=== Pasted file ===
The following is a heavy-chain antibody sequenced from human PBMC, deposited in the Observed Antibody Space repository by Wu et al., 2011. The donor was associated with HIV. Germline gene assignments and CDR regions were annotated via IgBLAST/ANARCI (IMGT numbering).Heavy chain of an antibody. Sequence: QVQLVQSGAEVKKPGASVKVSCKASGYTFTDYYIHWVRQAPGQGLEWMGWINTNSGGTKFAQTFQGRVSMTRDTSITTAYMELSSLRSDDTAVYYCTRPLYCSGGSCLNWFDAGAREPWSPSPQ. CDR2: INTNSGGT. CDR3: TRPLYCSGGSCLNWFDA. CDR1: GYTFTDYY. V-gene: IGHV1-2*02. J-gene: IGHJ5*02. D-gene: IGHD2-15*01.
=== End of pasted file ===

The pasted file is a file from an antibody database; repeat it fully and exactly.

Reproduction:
The following is a heavy-chain antibody sequenced from human PBMC, deposited in the Observed Antibody Space repository by Wu et al., 2011. The donor was associated with HIV. Germline gene assignments and CDR regions were annotated via IgBLAST/ANARCI (IMGT numbering).Heavy chain of an antibody. Sequence: QVQLVQSGAEVKKPGASVKVSCKASGYTFTDYYIHWVRQAPGQGLEWMGWINTNSGGTKFAQTFQGRVSMTRDTSITTAYMELSSLRSDDTAVYYCTRPLYCSGGSCLNWFDAGAREPWSPSPQ. CDR2: INTNSGGT. CDR3: TRPLYCSGGSCLNWFDA. CDR1: GYTFTDYY. V-gene: IGHV1-2*02. J-gene: IGHJ5*02. D-gene: IGHD2-15*01.